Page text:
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Br J Cancer. 2006 Mar 13; 94(5): 710–716.
Published online 2006 Mar 7. doi:  10.1038/sj.bjc.6602987
PMCID: PMC2361212

Expression of Y-box-binding protein dbpC/contrin, a potentially new cancer/testis antigen


Y-box-binding proteins are members of the human cold-shock domain protein superfamily, which includes dbpA, dbpB/YB-1, and dbpC/contrin. dbpC/contrin is a germ cell-specific Y-box-binding protein and is suggested to function as a nuclear transcription factor and RNA-binding protein in the cytoplasm. Whereas ubiquitous dbpB/YB-1 expression has been well studied in various types of human carcinomas as a prognostic or predictive marker, the dbpC/contrin expression in human tumour cells has not been reported. In this report, we provide the first evidence showing that dbpC was highly expressed in human testicular seminoma and ovarian dysgerminomas, and in carcinomas in other tissues and that its expression in normal tissues is nearly restricted to germ cells and placental trophoblasts. These results indicate that dbpC/contrin would be a potentially novel cancer/testis antigen.

Keywords: dbpC/contrin, human tumours, immunohistochemistry, cancer/testis antigen, cancer stem cells

Y-box-binding proteins are nucleic acid-binding proteins and are members of the human cold-shock domain protein superfamily (CSPs), which includes dbpA, dbpB/YB-1, and dbpC/contrin (Kohno et al, 2003). The CSPs are eukaryotic homologues of bacterial cold-shock proteins, which function as RNA chaperones (Matsumoto and Wolffe, 1998). Human heat-shock proteins have been well studied; however, much is not known about the functional roles of cold-shock proteins. In general, the cold-shock response includes growth arrest and a reduction in protein synthesis in bacteria (Jolly and Morimoto, 2000). The eukaryotic Y-box-binding proteins have been not known to be involved in the cold-shock response; however, recent study indicated a block in cell proliferation after low-temperature shift in YB-1 knockout chicken cell line (Matsumoto et al, 2005).

The Y-box-binding proteins participate in various reactions, including DNA repair, transcription, and translation (Kohno et al, 2003). Of the human Y-box-binding protein family members, dbpB/YB-1 was first described in 1988 as a ubiquitously expressed transcriptional factor that can bind to the CCAAT-box of the major histocompatibility complex (MHC) class II promoter (Didier et al, 1988). The dbpA gene was first identified in 1988 (Sakura et al, 1988) and cloned in 1995, encoding a protein highly expressed in skeletal muscle (Kudo et al, 1995), and that of dbpC/contrin was cloned in 1999 as coding for a testis-specific protein distinct from other Y-box-binding proteins (Tekur et al, 1999). The ubiquitous expression of the dbpB/YB-1 gene in human normal and neoplastic tissues has been well studied and found to be closely associated with the expression of p-glycoprotein, the product of the multidrug resistance 1 (MDR1) gene, in breast cancers (Bargou et al, 1997), osteosarcomas (Oda et al, 1998), ovarian cancers (Kamura et al, 1999), and synovial sarcomas (Oda et al, 2003). It is also associated with the expression of DNA topoisomerase II and proliferating cell nuclear antigen in colon (Shibao et al, 1999) and lung (Gu et al, 2001) cancers. Thus, the nuclear localisation of dbpB/YB-1 is significantly related to malignant behaviour, and, consequently, this transcriptional factor is a tumour-biologic factor indicating a poor prognosis (Janz et al, 2002).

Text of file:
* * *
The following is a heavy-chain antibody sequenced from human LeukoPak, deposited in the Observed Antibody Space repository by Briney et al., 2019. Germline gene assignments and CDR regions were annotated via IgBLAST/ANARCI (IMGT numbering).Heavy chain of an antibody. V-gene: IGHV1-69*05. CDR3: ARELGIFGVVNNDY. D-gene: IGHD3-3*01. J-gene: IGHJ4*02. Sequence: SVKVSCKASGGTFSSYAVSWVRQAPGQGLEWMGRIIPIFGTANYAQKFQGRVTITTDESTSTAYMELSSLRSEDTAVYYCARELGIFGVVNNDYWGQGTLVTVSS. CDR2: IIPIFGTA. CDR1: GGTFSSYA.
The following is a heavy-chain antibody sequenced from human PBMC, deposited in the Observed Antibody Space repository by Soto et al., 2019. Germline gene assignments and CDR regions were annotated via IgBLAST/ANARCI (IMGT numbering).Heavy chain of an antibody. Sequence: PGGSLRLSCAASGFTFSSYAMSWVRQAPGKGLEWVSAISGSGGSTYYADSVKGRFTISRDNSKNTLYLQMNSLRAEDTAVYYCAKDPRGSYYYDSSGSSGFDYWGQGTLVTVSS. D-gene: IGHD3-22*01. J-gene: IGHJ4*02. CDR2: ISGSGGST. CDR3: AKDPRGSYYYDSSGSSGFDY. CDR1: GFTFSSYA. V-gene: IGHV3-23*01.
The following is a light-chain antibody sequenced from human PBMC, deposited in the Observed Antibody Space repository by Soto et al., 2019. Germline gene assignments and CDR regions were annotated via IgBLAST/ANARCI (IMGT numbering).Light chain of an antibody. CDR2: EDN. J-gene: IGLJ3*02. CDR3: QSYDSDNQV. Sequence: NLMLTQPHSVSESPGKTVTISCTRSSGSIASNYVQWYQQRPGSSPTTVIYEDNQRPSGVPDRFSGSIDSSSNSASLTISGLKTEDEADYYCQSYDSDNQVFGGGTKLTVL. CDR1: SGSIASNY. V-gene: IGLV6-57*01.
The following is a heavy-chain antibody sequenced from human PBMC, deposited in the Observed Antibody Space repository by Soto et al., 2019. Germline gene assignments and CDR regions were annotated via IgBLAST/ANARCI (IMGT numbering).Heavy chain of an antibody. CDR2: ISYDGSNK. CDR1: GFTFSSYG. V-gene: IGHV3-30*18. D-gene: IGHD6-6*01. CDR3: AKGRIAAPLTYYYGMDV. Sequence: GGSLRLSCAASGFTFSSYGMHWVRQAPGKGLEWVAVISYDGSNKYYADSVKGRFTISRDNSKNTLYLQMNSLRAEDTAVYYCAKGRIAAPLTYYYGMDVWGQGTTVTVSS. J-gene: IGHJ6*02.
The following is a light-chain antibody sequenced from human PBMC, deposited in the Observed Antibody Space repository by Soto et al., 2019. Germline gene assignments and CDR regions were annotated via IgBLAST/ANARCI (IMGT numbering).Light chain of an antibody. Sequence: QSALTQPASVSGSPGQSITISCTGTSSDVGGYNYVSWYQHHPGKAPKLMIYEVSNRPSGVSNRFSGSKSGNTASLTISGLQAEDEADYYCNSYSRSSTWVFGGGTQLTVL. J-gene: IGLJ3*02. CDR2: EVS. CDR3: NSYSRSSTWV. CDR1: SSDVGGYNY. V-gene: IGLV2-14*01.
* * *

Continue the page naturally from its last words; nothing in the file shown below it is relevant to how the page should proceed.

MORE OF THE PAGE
In contrast, the expression of dbpA was first reported to be restricted to the heart and skeletal muscles (Kudo et al, 1995). It functions as a transcriptional repressor of MHC I-A and vascular endothelial growth factor genes (Lloberas et al, 1995; Coles et al, 2002). A recent report indicated somatic mutations and single-nucleotide pleomorphism in the promoter of dbpA to be associated with hepatocarcinogenesis (Hayashi et al, 2002). On the other hand, dbpC/contrin is a germ cell-specific Y-box-binding protein and is suggested to function as a nuclear transcription factor and RNA-binding protein in the cytoplasm (Tekur et al, 1999). However, its expression and distribution have not been studied in human neoplastic tissues. In the present study, therefore, we investigated the expression and distribution of the dbpA and dbpC/contrin in human normal and neoplastic tissues by using antibodies raised against C-terminal synthetic peptides of these proteins.

We demonstrated that dbpC, but not dbpA, was highly expressed in human normal spermatogonia/spermatocytes, oocytes, and placental trophoblasts as well as in testicular seminoma, ovarian dysgerminomas, and various histological types of human cancer tissues. Therefore, a possibility is suggested that the dbpC would be a novel cancer/testis (C/T) antigen and also a marker for cancer stem cells.


Preparation of human tissue samples

Normal human tissue samples of general organs were obtained from three autopsy cases and from non-tumour parts of surgically resected specimens (Table 1). For human neoplastic tissue samples, 123 cases of surgically resected tumours including 21 germ cell tumours of ovarian and testicular origin were examined in the Department of Pathology and Cell Biology at University of Occupational and Environmental Health in Kitakyushu, Japan (Tables 2 and and3).3). These cases were classified according to the World Health Organization Histological Typing of each tissue. The diagnosis was re-evaluated and confirmed by at least three board-certified surgical pathologists who had examined formalin-fixed, paraffin-embedded tissue sections stained with haematoxylin and eosin (H&E) or appropriate immunohistochemical stains.